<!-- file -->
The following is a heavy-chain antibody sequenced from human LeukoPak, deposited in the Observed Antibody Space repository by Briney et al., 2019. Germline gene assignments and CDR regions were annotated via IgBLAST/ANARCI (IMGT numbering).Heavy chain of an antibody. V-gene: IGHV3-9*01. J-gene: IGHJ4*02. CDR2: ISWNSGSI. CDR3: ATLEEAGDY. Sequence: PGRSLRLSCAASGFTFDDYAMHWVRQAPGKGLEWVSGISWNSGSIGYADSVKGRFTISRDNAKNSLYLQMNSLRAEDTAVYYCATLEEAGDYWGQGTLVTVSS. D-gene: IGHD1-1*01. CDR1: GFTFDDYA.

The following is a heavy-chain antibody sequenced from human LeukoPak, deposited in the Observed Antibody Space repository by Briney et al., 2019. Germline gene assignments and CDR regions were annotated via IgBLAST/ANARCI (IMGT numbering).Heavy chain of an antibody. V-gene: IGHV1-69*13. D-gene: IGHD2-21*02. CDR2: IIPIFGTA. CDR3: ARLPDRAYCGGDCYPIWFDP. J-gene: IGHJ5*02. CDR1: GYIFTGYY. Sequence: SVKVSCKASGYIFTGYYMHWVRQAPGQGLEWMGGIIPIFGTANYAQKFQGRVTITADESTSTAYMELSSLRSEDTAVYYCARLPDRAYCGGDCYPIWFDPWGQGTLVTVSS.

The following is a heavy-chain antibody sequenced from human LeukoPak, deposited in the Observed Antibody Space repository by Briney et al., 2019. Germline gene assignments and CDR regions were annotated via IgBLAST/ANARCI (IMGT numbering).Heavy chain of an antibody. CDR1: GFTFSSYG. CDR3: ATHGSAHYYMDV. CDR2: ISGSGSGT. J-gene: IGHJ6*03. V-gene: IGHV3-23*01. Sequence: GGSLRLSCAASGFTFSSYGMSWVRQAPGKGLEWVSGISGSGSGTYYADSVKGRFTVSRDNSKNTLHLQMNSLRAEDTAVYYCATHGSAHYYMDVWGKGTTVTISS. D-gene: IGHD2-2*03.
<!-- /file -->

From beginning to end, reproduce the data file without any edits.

The following is a heavy-chain antibody sequenced from human LeukoPak, deposited in the Observed Antibody Space repository by Briney et al., 2019. Germline gene assignments and CDR regions were annotated via IgBLAST/ANARCI (IMGT numbering).Heavy chain of an antibody. V-gene: IGHV3-9*01. J-gene: IGHJ4*02. CDR2: ISWNSGSI. CDR3: ATLEEAGDY. Sequence: PGRSLRLSCAASGFTFDDYAMHWVRQAPGKGLEWVSGISWNSGSIGYADSVKGRFTISRDNAKNSLYLQMNSLRAEDTAVYYCATLEEAGDYWGQGTLVTVSS. D-gene: IGHD1-1*01. CDR1: GFTFDDYA.

The following is a heavy-chain antibody sequenced from human LeukoPak, deposited in the Observed Antibody Space repository by Briney et al., 2019. Germline gene assignments and CDR regions were annotated via IgBLAST/ANARCI (IMGT numbering).Heavy chain of an antibody. V-gene: IGHV1-69*13. D-gene: IGHD2-21*02. CDR2: IIPIFGTA. CDR3: ARLPDRAYCGGDCYPIWFDP. J-gene: IGHJ5*02. CDR1: GYIFTGYY. Sequence: SVKVSCKASGYIFTGYYMHWVRQAPGQGLEWMGGIIPIFGTANYAQKFQGRVTITADESTSTAYMELSSLRSEDTAVYYCARLPDRAYCGGDCYPIWFDPWGQGTLVTVSS.

The following is a heavy-chain antibody sequenced from human LeukoPak, deposited in the Observed Antibody Space repository by Briney et al., 2019. Germline gene assignments and CDR regions were annotated via IgBLAST/ANARCI (IMGT numbering).Heavy chain of an antibody. CDR1: GFTFSSYG. CDR3: ATHGSAHYYMDV. CDR2: ISGSGSGT. J-gene: IGHJ6*03. V-gene: IGHV3-23*01. Sequence: GGSLRLSCAASGFTFSSYGMSWVRQAPGKGLEWVSGISGSGSGTYYADSVKGRFTVSRDNSKNTLHLQMNSLRAEDTAVYYCATHGSAHYYMDVWGKGTTVTISS. D-gene: IGHD2-2*03.